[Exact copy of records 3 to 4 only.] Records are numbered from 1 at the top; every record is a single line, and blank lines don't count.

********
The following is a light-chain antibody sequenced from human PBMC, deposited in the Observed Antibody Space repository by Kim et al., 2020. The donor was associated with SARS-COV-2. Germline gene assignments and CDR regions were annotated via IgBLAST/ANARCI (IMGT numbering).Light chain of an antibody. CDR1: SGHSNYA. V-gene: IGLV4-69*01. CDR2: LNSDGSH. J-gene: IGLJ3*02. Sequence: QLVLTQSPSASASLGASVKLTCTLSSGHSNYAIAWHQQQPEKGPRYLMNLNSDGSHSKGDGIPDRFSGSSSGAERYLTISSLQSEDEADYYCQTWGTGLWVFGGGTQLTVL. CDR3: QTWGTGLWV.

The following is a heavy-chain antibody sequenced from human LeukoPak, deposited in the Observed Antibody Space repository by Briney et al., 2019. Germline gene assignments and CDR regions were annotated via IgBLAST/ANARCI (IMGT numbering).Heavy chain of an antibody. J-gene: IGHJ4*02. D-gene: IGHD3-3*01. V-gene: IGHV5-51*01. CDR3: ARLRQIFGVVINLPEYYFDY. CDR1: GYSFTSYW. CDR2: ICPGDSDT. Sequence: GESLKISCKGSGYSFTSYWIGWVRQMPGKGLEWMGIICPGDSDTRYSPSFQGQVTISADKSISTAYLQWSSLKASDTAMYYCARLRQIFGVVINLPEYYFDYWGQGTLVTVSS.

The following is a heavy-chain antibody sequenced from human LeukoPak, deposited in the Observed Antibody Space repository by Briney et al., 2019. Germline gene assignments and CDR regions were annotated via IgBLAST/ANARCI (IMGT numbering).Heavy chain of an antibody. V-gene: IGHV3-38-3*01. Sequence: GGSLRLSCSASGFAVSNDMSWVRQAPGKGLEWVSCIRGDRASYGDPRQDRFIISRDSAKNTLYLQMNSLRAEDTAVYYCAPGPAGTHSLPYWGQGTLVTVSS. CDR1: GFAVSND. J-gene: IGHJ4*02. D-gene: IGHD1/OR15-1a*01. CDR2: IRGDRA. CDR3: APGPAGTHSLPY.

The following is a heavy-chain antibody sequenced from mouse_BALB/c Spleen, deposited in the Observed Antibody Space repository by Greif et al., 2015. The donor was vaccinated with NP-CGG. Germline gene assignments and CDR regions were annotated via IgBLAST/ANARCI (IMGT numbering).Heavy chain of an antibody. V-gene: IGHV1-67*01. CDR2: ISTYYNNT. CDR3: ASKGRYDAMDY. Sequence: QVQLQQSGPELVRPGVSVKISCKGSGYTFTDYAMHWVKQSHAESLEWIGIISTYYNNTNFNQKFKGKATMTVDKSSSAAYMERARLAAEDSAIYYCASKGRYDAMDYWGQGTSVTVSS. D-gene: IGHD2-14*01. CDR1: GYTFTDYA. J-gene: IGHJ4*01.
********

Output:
The following is a heavy-chain antibody sequenced from human LeukoPak, deposited in the Observed Antibody Space repository by Briney et al., 2019. Germline gene assignments and CDR regions were annotated via IgBLAST/ANARCI (IMGT numbering).Heavy chain of an antibody. V-gene: IGHV3-38-3*01. Sequence: GGSLRLSCSASGFAVSNDMSWVRQAPGKGLEWVSCIRGDRASYGDPRQDRFIISRDSAKNTLYLQMNSLRAEDTAVYYCAPGPAGTHSLPYWGQGTLVTVSS. CDR1: GFAVSND. J-gene: IGHJ4*02. D-gene: IGHD1/OR15-1a*01. CDR2: IRGDRA. CDR3: APGPAGTHSLPY.

The following is a heavy-chain antibody sequenced from mouse_BALB/c Spleen, deposited in the Observed Antibody Space repository by Greif et al., 2015. The donor was vaccinated with NP-CGG. Germline gene assignments and CDR regions were annotated via IgBLAST/ANARCI (IMGT numbering).Heavy chain of an antibody. V-gene: IGHV1-67*01. CDR2: ISTYYNNT. CDR3: ASKGRYDAMDY. Sequence: QVQLQQSGPELVRPGVSVKISCKGSGYTFTDYAMHWVKQSHAESLEWIGIISTYYNNTNFNQKFKGKATMTVDKSSSAAYMERARLAAEDSAIYYCASKGRYDAMDYWGQGTSVTVSS. D-gene: IGHD2-14*01. CDR1: GYTFTDYA. J-gene: IGHJ4*01.